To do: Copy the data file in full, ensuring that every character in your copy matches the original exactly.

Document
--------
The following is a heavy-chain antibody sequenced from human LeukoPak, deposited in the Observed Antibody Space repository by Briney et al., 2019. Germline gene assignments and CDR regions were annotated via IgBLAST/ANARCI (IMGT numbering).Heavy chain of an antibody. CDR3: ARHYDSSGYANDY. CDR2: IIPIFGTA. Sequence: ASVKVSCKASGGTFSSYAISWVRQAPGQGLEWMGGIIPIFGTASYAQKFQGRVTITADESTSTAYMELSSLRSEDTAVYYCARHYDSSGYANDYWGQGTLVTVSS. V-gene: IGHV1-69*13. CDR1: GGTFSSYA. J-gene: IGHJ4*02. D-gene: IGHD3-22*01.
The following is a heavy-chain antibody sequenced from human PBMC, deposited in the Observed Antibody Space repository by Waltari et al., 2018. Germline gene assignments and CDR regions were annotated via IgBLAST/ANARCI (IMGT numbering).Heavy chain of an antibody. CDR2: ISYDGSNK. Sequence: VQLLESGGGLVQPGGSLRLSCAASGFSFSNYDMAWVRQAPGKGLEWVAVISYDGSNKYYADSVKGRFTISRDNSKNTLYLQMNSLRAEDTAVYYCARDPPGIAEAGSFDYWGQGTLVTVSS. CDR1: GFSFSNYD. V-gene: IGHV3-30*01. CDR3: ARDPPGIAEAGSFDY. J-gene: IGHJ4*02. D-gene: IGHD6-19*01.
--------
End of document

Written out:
The following is a heavy-chain antibody sequenced from human LeukoPak, deposited in the Observed Antibody Space repository by Briney et al., 2019. Germline gene assignments and CDR regions were annotated via IgBLAST/ANARCI (IMGT numbering).Heavy chain of an antibody. CDR3: ARHYDSSGYANDY. CDR2: IIPIFGTA. Sequence: ASVKVSCKASGGTFSSYAISWVRQAPGQGLEWMGGIIPIFGTASYAQKFQGRVTITADESTSTAYMELSSLRSEDTAVYYCARHYDSSGYANDYWGQGTLVTVSS. V-gene: IGHV1-69*13. CDR1: GGTFSSYA. J-gene: IGHJ4*02. D-gene: IGHD3-22*01.
The following is a heavy-chain antibody sequenced from human PBMC, deposited in the Observed Antibody Space repository by Waltari et al., 2018. Germline gene assignments and CDR regions were annotated via IgBLAST/ANARCI (IMGT numbering).Heavy chain of an antibody. CDR2: ISYDGSNK. Sequence: VQLLESGGGLVQPGGSLRLSCAASGFSFSNYDMAWVRQAPGKGLEWVAVISYDGSNKYYADSVKGRFTISRDNSKNTLYLQMNSLRAEDTAVYYCARDPPGIAEAGSFDYWGQGTLVTVSS. CDR1: GFSFSNYD. V-gene: IGHV3-30*01. CDR3: ARDPPGIAEAGSFDY. J-gene: IGHJ4*02. D-gene: IGHD6-19*01.